Don’t get “estate planning” confused with necessary legal “life planning,” especially for your child who is now “legal” in the eyes of the law.
You may try to ignore it, but you can’t get away from legal requirements and restrictions.
I originally wrote the following a couple years ago:
In less than a week, we load up and move our daughter to college. It’s only 90 miles away, but she is the first to make this move for us. While the move is only 90 miles, a much bigger legal move took place that puts her much farther away from us than ever before.
So much anticipation, excitement, and nervousness. So many forms and things to put in place. For so many years, my wife or I would fill-out forms without thinking twice. Now, every time we see one, I have to ask, “Should we complete this or should she?”
“She” is now a legal adult and has the legal right – in fact, in some cases, the legal obligation – to complete them. As a parent, we are not trying to do anything she is not aware of; instead, we are just making sure it gets done, like we have for the last 18 years.
18 years – that is an incredibly significant number
Legally, anyone with the legal capacity to manage one’s own affairs becomes a legally, separate person in the eyes of much of the law. I should know this -I do know this. I’m an attorney who has this very conversation with clients.
However, in the excitement and anxiousness of putting everything in place, it slipped my mind that we are now cut out of a lot of our daughter’s essential information and decision-making.
It was not such an issue when she is home every day. But now, we won’t see her every day or even every week.
There are any number of entities that do not see me as legally responsible for her actions. So, they do not have to, legally, inform me. In fact, in many instances, they have a legal responsibility to not tell me anything, unless my “legal adult” daughter gives specific permission for me to know things like:
- her medical condition,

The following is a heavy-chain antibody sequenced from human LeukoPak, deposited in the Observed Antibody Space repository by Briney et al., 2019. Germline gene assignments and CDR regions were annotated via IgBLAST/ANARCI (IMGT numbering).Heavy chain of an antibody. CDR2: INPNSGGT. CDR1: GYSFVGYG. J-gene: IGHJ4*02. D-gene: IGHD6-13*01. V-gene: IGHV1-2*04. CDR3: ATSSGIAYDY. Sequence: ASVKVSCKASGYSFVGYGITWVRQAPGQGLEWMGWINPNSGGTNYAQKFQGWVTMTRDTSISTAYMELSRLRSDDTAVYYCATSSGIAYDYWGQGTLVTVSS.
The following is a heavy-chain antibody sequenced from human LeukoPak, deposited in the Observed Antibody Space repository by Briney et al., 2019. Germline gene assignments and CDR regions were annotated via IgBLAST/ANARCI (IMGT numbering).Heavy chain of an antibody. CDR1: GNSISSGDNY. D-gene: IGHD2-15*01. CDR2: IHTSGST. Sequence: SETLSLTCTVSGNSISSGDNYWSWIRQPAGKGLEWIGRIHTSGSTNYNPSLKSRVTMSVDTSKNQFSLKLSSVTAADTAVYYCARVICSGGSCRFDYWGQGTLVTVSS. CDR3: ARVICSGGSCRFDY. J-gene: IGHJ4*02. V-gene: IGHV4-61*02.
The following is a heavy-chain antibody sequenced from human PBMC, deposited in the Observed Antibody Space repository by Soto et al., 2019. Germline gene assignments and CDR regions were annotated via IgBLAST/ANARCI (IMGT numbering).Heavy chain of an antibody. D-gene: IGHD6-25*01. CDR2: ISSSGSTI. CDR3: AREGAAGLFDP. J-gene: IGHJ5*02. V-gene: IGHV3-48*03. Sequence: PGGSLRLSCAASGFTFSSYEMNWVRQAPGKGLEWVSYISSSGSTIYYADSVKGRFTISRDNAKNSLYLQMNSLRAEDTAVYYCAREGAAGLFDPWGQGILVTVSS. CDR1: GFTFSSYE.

- why she was in the hospital,
- if she is in the hospital, or
- to talk to doctors if she is still there.
That’s just information.
I have no clear, automatic right, to tell the doctor to do or not to do something if my daughter cannot communicate for herself.
Medical information and decision-making is only the tip of the restricted legal category spear.
Financial (i.e., banking) and property information as well as education and financial aid information is personal and private to the young adult. Despite you being, or expected to be, responsible to pay bills for tuition, medical expenses, insurance, and loans, you may not be able to get information about what you are paying for.
Because this is such an unknown area of planning, we launched a education campaign to help parents and young adults find information. Visit LifePlantoWin.com to sign up for a free guide and a video series to explain the needs.
If you have specific questions, call to schedule a free phone – 219.230.3600 – consultation to get some clarification and answers.
Everyone needs to consider some planning.
Indiana Attorney RG Skadberg, founding member of CCSK Law, educates people about planning. In an effort help people understand the importance of proper planning, he launched LifePlanningtoWin.com. With a goal to de-emphasize the mindset of “estate planning” and “everyone needs a will,” LifePlanningtoWin.com provides plain English explanations of how planning blends with the varied stages of life.
He and the others that founded CCSK Law did so to deliver law differently. He regularly participates in education workshops and presentations to explain important aspects of Life Planning and answer participants planning questions.
You are encouraged to attend or call to schedule a free phone consultation to get clear answers to your questions and concerns. Then, choose solutions that fit your need.
LifePlanningtoWin.com is an education and resource site, part of CCSK Law, LLC.
RG meets clients in Northwest Indiana (primary offices in Valparaiso and Crown Point), Lafayette, and the South Bend area. Home and facility visits can be discussed.
Call 219.230.3600 or 765.999.1823